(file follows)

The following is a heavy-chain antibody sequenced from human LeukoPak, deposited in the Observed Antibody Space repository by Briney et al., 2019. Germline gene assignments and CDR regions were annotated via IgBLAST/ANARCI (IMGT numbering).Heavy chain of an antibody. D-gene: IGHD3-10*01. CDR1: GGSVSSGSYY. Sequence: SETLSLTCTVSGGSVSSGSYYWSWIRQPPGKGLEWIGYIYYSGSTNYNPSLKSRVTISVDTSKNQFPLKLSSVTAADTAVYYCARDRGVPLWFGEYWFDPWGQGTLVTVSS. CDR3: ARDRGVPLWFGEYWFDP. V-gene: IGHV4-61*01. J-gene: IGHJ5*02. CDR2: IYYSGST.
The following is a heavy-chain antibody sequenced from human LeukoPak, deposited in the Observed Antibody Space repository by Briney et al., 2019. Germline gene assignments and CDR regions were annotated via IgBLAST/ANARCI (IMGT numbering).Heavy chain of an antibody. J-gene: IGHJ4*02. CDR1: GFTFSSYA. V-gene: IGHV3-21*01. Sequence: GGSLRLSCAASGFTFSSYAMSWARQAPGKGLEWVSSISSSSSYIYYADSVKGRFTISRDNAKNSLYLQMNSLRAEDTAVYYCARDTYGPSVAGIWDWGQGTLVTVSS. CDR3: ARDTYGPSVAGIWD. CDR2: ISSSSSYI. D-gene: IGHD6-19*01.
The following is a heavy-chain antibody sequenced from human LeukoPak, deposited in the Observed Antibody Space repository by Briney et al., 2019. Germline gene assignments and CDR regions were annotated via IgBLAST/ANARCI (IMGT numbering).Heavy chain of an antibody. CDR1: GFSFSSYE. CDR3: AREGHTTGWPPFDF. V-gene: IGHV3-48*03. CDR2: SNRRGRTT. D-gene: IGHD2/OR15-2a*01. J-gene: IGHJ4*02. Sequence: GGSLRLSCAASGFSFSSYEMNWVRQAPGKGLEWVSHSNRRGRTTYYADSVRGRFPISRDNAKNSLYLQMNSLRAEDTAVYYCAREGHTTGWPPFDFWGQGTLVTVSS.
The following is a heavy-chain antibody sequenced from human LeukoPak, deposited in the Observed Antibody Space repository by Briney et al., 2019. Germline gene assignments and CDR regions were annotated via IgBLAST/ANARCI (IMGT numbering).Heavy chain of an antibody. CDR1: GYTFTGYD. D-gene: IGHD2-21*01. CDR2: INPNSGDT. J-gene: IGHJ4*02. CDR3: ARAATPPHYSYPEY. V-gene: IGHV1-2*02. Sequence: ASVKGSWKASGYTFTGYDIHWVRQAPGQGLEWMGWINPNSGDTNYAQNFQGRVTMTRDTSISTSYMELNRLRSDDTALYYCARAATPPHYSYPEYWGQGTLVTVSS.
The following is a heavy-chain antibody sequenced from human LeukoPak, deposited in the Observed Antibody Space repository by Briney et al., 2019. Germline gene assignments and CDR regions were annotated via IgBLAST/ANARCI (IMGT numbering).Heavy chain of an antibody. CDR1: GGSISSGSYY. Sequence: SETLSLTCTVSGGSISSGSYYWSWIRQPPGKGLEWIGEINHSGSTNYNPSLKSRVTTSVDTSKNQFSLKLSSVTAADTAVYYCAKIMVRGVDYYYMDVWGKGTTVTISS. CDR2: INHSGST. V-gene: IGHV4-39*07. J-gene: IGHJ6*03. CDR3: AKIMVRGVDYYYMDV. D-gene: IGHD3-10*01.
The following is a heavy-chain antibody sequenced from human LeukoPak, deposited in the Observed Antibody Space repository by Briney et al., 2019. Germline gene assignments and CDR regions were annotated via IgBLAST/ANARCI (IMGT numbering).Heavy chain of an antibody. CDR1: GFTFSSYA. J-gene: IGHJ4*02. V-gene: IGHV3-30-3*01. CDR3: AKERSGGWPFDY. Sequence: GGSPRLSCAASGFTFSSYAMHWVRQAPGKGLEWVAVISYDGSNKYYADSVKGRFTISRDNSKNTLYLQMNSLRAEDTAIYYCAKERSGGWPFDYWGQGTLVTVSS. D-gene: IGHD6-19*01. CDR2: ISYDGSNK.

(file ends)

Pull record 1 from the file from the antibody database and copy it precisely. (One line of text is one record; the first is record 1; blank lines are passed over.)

The following is a heavy-chain antibody sequenced from human LeukoPak, deposited in the Observed Antibody Space repository by Briney et al., 2019. Germline gene assignments and CDR regions were annotated via IgBLAST/ANARCI (IMGT numbering).Heavy chain of an antibody. D-gene: IGHD3-10*01. CDR1: GGSVSSGSYY. Sequence: SETLSLTCTVSGGSVSSGSYYWSWIRQPPGKGLEWIGYIYYSGSTNYNPSLKSRVTISVDTSKNQFPLKLSSVTAADTAVYYCARDRGVPLWFGEYWFDPWGQGTLVTVSS. CDR3: ARDRGVPLWFGEYWFDP. V-gene: IGHV4-61*01. J-gene: IGHJ5*02. CDR2: IYYSGST.